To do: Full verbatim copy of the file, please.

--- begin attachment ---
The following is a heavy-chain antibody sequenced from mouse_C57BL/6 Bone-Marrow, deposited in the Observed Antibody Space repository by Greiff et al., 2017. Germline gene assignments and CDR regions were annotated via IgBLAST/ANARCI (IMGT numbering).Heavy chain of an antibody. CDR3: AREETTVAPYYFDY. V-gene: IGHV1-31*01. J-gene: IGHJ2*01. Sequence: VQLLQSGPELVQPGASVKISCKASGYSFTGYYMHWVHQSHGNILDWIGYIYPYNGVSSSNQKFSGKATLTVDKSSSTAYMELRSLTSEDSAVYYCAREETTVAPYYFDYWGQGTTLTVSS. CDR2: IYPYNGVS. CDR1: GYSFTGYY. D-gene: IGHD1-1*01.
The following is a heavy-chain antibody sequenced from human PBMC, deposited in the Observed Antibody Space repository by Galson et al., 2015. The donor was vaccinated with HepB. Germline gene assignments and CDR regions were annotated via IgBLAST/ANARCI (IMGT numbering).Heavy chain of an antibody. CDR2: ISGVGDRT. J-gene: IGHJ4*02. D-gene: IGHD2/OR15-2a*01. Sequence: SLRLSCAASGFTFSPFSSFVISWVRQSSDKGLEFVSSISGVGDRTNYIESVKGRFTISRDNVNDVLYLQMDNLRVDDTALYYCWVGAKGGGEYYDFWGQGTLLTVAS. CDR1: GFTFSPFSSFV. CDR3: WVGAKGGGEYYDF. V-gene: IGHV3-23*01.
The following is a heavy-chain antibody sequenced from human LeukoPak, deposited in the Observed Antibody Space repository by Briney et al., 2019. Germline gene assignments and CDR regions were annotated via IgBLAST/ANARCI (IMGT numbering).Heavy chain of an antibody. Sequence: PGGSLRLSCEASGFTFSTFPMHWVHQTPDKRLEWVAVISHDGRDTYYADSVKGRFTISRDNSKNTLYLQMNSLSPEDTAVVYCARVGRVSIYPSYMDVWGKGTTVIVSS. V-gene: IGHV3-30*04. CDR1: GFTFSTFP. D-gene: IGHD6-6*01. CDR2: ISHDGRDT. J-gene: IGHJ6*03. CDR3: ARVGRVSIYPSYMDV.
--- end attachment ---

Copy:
The following is a heavy-chain antibody sequenced from mouse_C57BL/6 Bone-Marrow, deposited in the Observed Antibody Space repository by Greiff et al., 2017. Germline gene assignments and CDR regions were annotated via IgBLAST/ANARCI (IMGT numbering).Heavy chain of an antibody. CDR3: AREETTVAPYYFDY. V-gene: IGHV1-31*01. J-gene: IGHJ2*01. Sequence: VQLLQSGPELVQPGASVKISCKASGYSFTGYYMHWVHQSHGNILDWIGYIYPYNGVSSSNQKFSGKATLTVDKSSSTAYMELRSLTSEDSAVYYCAREETTVAPYYFDYWGQGTTLTVSS. CDR2: IYPYNGVS. CDR1: GYSFTGYY. D-gene: IGHD1-1*01.
The following is a heavy-chain antibody sequenced from human PBMC, deposited in the Observed Antibody Space repository by Galson et al., 2015. The donor was vaccinated with HepB. Germline gene assignments and CDR regions were annotated via IgBLAST/ANARCI (IMGT numbering).Heavy chain of an antibody. CDR2: ISGVGDRT. J-gene: IGHJ4*02. D-gene: IGHD2/OR15-2a*01. Sequence: SLRLSCAASGFTFSPFSSFVISWVRQSSDKGLEFVSSISGVGDRTNYIESVKGRFTISRDNVNDVLYLQMDNLRVDDTALYYCWVGAKGGGEYYDFWGQGTLLTVAS. CDR1: GFTFSPFSSFV. CDR3: WVGAKGGGEYYDF. V-gene: IGHV3-23*01.
The following is a heavy-chain antibody sequenced from human LeukoPak, deposited in the Observed Antibody Space repository by Briney et al., 2019. Germline gene assignments and CDR regions were annotated via IgBLAST/ANARCI (IMGT numbering).Heavy chain of an antibody. Sequence: PGGSLRLSCEASGFTFSTFPMHWVHQTPDKRLEWVAVISHDGRDTYYADSVKGRFTISRDNSKNTLYLQMNSLSPEDTAVVYCARVGRVSIYPSYMDVWGKGTTVIVSS. V-gene: IGHV3-30*04. CDR1: GFTFSTFP. D-gene: IGHD6-6*01. CDR2: ISHDGRDT. J-gene: IGHJ6*03. CDR3: ARVGRVSIYPSYMDV.